Who? Withers Davis
From: Maryland, United States
Education: Economics degree, Mount St. Mary’s College
Profession: Founder of Buenos Aires Delivery and Uplifted web designers
Reading: The New Rules of Marketing and PR by David Meerman Scott
Last film: The King’s Speech
When did you come to Argentina?
I first came for a month’s holiday in February 2006. I spent five days in Buenos Aires and had a great time. I then took the bus to Mendoza and did the biking wine tours, that kind of thing. We went to San Rafaél to go rafting and as it was the end of the summer, the river was on glacier melt. It was the most dangerous time of the year, according to the instructor. We hit a rock which popped me up in the air and someone’s paddle hit me on the nose. I was gushing with blood and in 32-degree water which took me down river. Fortunately, we had some kayakers accompanying us and one pulled me out. For the next two weeks on my travels, I had two big black eyes. Everyone thought I’d been in a fight…
Regardless of that accident, you decided to move to Buenos Aires…
I came here in January 2009 as I was involved in a start-up which was affected by the financial crisis in the US. The start-up had a capital investor lined up but after the Madoff incident (Bernard L. Madoff was convicted of running a Ponzi scheme which stole savings from thousands of investors), our investment dropped by about 80 percent. We planned to move to San Francisco, but had to choose somewhere else.
What changes did you undergo during those three years?
It’s hard to define because being a tourist is very different to living here. As a tourist you go to Puerto Madero and Evita’s grave in Recoleta but that’s not Argentina. Not the real one. So that’s the big difference for me, is that living here, I now get to see the good things and the bad things.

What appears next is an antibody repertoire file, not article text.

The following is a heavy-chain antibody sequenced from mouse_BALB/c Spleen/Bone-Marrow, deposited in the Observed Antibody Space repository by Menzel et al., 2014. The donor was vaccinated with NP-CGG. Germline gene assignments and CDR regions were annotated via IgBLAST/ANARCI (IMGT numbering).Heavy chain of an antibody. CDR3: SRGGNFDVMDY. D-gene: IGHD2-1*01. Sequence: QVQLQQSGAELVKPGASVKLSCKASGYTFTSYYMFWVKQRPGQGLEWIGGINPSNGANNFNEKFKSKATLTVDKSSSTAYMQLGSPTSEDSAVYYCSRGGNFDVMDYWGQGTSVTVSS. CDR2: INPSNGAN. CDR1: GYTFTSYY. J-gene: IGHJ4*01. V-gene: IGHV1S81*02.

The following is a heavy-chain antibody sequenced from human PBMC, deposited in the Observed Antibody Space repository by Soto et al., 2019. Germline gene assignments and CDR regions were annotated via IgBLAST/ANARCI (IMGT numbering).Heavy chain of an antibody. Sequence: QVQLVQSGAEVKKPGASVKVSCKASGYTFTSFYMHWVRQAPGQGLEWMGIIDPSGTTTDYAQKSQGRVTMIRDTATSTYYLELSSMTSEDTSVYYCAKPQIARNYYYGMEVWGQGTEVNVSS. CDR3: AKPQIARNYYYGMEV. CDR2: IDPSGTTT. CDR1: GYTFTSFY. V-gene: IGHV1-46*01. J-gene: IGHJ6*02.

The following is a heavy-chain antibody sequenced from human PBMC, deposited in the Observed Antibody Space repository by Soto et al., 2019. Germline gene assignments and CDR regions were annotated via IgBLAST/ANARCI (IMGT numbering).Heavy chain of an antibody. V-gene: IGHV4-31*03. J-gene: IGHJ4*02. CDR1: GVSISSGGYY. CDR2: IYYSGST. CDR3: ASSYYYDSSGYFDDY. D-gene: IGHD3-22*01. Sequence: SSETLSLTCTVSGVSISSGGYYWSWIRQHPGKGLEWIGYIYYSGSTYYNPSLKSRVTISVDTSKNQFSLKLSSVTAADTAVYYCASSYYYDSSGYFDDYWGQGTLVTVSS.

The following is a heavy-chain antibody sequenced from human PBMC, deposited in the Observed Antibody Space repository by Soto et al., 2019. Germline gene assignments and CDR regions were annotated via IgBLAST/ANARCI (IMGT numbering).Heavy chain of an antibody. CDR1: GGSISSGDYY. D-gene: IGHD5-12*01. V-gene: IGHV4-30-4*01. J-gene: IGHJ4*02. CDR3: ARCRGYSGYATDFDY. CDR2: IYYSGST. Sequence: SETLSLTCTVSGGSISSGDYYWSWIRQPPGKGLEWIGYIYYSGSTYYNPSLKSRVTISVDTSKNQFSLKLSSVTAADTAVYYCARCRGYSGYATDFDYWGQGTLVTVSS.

I put being an expat into two categories: being-on-permanent-vacation mode and living mode. When I first came here I loved the nightlife. You can build a social life instantly which makes living here a lot of fun.
I was doing that with a full-time job for the first few months but after a while, it becomes exhausting. It’s great but it’s also difficult to merge those two lives. You need to develop the ability to say no.
That sounds good and bad in one…
A good thing about this country is that it’s interesting and something is going on every single night. That can mean going to a night club or a museum – look at the Noche en Vela music night. That was awesome, but would never happen in Washington DC. It’s a great part of Argentina, but it makes it hard to run a business and be consistent with your job. The culture is a bit juxtaposed to that concept. But I think I’ve found a middle bridge now.
If you were standing for president, what would your policies be?
I don’t know how to fix this, but there’s a complete lack of confidence in the concept of government. I’ve never met anyone who likes a politician. In the US, people believe in Obama, or in Bush, and expect them to make a difference. If the government was more transparent… well, the first thing I’d do as president would be to get the INDEC statistics bureau to report actual inflation figures. It’s unbelievably eroding to foreign investors. No one has any faith as they don’t trust that the country won’t default on its foreign debt. One important step would be to make finances more transparent, then businesses would follow suit.
I would immediately drop the 50 percent tax on imported goods. The fact that Argentines can’t buy a new computer without paying 100 percent more than what it would cost in the US is unfortunate. It means they don’t have the tools to compete.
Where do you live?
I’m in Las Cañitas, as most of my friends live in Palermo and without a doubt, it’s the centre of the expat community. I like the fact there are wide streets, plenty of trees and parks. I grew up on a farm so to live in Microcentro or San Telmo could be very restrictive for me. I’ve moved more than I ever have in my life here — four or five times in two years.
What do you do at the weekend?
Recently I’ve been working every day. But I might have dinner with friends, go to a parrilla, or a more “exotic” place like an Asian restaurant!
What’s your most Argentine trait?